The Winnipeg Jets — both 1.0 and current incarnations — have had a number of players who had one excellent season but never came close to replicating it or stuck around with the team long after it. Today, we’ll revisit some players who were “one-hit” wonders.
The criteria used to determine if a player is a “one-hit wonder” are:
- They must have played three or fewer seasons for the Jets.
- They must have produced at least 0.5 points per game in their Jets’ tenure.
- They must have at least one season of 40-plus points.
Jets 1.0 Era
Son of slap shot inventor Bernie “Boom Boom” Geoffrion, Dan Geoffrion played 78 games for the Jets in the 1980-81 season — a campaign in which the team only won nine games — after being acquired from the Montreal Canadiens. He did his damnedest to spark the offence, scoring 20 goals and finishing fifth on the team with 46 points.
Geoffrion was a first-round (eight overall) pick of the Habs in the 1978 NHL Amateur Draft but didn’t enjoy the same long career his father did.
After playing one game for the Jets in 1981-82 following his strong campaign, he was sent to the Tulsa Oilers, their Central Hockey League affiliate, and never returned to the NHL.
He spent 1982-83 with the Jets’ AHL affiliate in Sherbrooke, recording 76 points, before calling it quits.
Fenton, an undrafted left-winger hailing from Springfield, Massachusetts, had the best season of his career with the Jets in 1989-90, when he recorded 50 points. That was an improvement of 27 from the season prior, his first with the team after being acquired the Los Angeles Kings on Nov. 25, 1988.
After his 50-point season, though, Fenton played just 14 more games for the Jets before they traded him to the Toronto Maple Leafs on Nov. 10, 1990 for Ed Olczyk and Mark Osborne. He retired after the 1991-92 season.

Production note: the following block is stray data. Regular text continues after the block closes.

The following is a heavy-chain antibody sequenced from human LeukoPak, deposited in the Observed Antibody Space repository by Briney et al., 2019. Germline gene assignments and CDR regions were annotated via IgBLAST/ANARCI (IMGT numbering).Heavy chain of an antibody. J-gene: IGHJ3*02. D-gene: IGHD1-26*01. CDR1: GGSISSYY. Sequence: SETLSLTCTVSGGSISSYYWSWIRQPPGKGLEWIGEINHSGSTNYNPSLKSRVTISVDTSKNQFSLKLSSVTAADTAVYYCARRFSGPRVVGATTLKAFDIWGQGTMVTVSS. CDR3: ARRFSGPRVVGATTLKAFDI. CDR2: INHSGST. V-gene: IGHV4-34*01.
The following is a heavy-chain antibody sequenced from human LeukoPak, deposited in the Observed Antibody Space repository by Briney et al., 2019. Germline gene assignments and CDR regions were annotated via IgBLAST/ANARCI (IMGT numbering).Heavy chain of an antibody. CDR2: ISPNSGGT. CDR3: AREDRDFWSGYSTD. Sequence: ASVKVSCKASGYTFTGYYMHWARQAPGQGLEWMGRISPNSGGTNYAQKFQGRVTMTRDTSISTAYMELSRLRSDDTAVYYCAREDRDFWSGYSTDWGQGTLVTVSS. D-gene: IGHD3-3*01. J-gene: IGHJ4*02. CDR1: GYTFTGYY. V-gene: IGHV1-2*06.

Recently, he served as the general manager of the Minnesota Wild for one season, being hired on May 21, 2018 and being fired on July, 30, 2019. Prior to that, he acted simultaneously as the Nashville Predators’ assistant GM and Milwaukee Admirals’ GM.
After he’d played two seasons with the St. Louis Blues to begin his NHL career, the Jets acquired Russian centre Igor Korolev during the 1994-95 season.
Korolev’s short time in Winnipeg was productive. He recorded eight goals and 22 assists in 30 games down the stretch in 1994-95 and notched 22 goals and 29 assists for a career-high 51 points in the Jets’ final season prior to relocation to Phoenix.
He had some excellent linemates at his disposal, to say the least: during his one full season, he skated on a line with Teemu Selanne and Alexei Zhamnov.
After a short stint with the Coyotes, Korolev played for the Toronto Maple Leafs and Chicago Blackhawks before returning to Russia to suit up for Lokomotiv Yaroslavl, Metallurg Magnitogorsk, and Atlant Mytischchi.
Korolev retired after the 2009-10 season and became an assistant coach with Lokomotiv Yaroslavl thereafter. Tragically, he was killed in the Sept. 7, 2011 Lokomotiv Yaroslavl plane crash that took the lives all but one of 45 people on board. He was 41.
Dave McLlwain is notable for a few reasons. One: he has five consonants to begin his last name.
Two: He is one of just four players in NHL history to play for four teams in one season (the Jets, the Buffalo Sabres, the New York Islanders, and the Toronto Maple Leafs in 1991–92.)
Three: He is the Jets/Coyotes franchise’s all-time leader in shorthanded goals in a single season with seven in 1989-90.
1989-90 was McLlwain’s third NHL season (he was drafted by the Pittsburgh Penguins in 1986), one of two full ones with the Jets, and the most productive of his career. He scored 25 goals and had 51 points for the team that qualified for the playoffs but fell in the first round.